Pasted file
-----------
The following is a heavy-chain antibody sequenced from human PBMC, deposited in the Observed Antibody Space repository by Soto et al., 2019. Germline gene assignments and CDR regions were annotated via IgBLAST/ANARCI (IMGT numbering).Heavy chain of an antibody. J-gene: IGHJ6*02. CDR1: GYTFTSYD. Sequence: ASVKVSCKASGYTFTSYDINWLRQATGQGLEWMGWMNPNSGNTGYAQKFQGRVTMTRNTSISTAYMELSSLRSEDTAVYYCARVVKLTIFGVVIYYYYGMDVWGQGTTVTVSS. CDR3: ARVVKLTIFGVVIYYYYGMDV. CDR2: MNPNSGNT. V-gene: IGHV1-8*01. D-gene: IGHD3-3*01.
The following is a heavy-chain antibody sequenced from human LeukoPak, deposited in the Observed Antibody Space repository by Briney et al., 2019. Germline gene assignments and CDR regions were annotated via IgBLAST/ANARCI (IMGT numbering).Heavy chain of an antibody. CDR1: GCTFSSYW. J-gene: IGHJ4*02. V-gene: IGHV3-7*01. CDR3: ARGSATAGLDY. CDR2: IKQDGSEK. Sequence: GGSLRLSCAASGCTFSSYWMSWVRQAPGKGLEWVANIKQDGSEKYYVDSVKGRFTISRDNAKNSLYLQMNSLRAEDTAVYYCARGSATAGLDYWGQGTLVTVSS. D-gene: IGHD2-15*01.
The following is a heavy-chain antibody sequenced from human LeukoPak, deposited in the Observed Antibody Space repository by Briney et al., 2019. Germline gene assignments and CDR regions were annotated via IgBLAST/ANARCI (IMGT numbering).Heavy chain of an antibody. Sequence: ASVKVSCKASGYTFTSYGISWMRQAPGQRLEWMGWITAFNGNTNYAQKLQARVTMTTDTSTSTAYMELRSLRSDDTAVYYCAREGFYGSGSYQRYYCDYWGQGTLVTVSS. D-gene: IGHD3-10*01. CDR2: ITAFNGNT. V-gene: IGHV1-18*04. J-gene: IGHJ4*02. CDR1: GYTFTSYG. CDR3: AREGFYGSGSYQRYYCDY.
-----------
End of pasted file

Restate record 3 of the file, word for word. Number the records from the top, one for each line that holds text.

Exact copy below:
The following is a heavy-chain antibody sequenced from human LeukoPak, deposited in the Observed Antibody Space repository by Briney et al., 2019. Germline gene assignments and CDR regions were annotated via IgBLAST/ANARCI (IMGT numbering).Heavy chain of an antibody. Sequence: ASVKVSCKASGYTFTSYGISWMRQAPGQRLEWMGWITAFNGNTNYAQKLQARVTMTTDTSTSTAYMELRSLRSDDTAVYYCAREGFYGSGSYQRYYCDYWGQGTLVTVSS. D-gene: IGHD3-10*01. CDR2: ITAFNGNT. V-gene: IGHV1-18*04. J-gene: IGHJ4*02. CDR1: GYTFTSYG. CDR3: AREGFYGSGSYQRYYCDY.